My recollections of the War

BMannAMannAv3.pdf

Title

My recollections of the War

Description

Reminisces about pre-war and early war days as a schoolboy in Lewisham. Recalls events at the beginning of the war. Includes photographs of aircraft and naval ships. Continues with history of events through the war's early years including conscription, German actions in Europe, battle of France, Dunkirk and the battle of Britain. Included detailed accounts of German air force attacks. Continues with account of the Blitz, details of bomb shelters and casualties. Includes photograph of Hitler and Churchill. Describes Royal Navy attack on Taranto and includes photograph of Swordfish. Continues with German offensives in North Africa and the Balkans. Mentions his job at the Redwing Aircraft Company and joining No 1 Maintenance Unit and Barrage Balloon Centre at RAF Kidbrooke as an apprentice. Continues with more war history and details of rationing. In 1943 transferred his apprenticeship to De Havilland Aircraft Company. Discusses life during the war including bombing and people moving to the country. Mentions D-Day, V-weapons, Bomber Command operations. In 1945 was transferred to Hatfield. Goes on to describe events in 1945 and the end of the war followed by comments on American servicemen in the United Kingdom.

Creator

Date

2008-06

Coverage

Language

Format

Twenty-two page printed document with colour and b/w photographs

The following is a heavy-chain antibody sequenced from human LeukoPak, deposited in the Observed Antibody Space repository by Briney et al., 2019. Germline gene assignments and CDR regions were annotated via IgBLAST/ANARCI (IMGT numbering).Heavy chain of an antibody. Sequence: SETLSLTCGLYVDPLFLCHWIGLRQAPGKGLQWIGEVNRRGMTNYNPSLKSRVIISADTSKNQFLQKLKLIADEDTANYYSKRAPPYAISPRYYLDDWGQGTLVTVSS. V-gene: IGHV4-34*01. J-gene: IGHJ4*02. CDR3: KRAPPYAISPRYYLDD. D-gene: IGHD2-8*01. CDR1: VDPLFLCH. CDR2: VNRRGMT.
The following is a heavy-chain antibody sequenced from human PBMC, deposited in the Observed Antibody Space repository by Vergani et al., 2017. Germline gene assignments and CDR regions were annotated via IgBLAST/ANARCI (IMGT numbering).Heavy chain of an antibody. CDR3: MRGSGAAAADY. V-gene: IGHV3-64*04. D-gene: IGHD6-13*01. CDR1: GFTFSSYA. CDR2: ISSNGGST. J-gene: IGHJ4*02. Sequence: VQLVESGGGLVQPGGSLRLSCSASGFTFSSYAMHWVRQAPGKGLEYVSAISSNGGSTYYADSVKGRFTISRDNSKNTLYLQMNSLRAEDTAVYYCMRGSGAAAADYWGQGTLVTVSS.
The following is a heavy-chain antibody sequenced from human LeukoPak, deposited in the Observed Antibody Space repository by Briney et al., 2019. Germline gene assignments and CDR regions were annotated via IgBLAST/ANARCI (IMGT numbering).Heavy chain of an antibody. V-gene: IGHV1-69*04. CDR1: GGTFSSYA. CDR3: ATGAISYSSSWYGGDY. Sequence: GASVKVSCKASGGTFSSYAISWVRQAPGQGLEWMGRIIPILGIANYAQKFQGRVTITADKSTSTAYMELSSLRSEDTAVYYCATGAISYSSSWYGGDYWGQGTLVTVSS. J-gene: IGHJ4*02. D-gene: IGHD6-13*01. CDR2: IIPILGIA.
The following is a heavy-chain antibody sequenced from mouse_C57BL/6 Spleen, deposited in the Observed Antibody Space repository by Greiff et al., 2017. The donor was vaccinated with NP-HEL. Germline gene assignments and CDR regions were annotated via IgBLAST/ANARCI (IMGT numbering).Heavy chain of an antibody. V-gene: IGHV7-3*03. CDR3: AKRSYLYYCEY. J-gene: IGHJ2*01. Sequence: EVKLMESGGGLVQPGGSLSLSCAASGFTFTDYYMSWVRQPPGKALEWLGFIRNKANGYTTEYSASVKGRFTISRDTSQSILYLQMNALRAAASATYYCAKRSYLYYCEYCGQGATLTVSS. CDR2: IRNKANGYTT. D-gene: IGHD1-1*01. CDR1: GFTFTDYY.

Publisher

IBCC Digital Archive

Rights

This content is available under a CC BY-NC 4.0 International license (Creative Commons Attribution-NonCommercial 4.0). It has been published ‘as is’ and may contain inaccuracies or culturally inappropriate references that do not necessarily reflect the official policy or position of the University of Lincoln or the International Bomber Command Centre. For more information, visit https://creativecommons.org/licenses/by-nc/4.0/ and https://ibccdigitalarchive.lincoln.ac.uk/omeka/legal.

Identifier

BMannAMannAv3

Transcription

The other day I watched a programme where a family attempted to show what it must have been like to have lived in the war. It involved dressing up in 1940 clothes and spending time in an Anderson shelter, with sounds of an air raid and the music of Glen Miller. I found I could in no way relate to this and felt it did little to show people what it was really like. The war has been very well documented and there is no shortage of material for people interested in reading about the war, but what was it really like for me?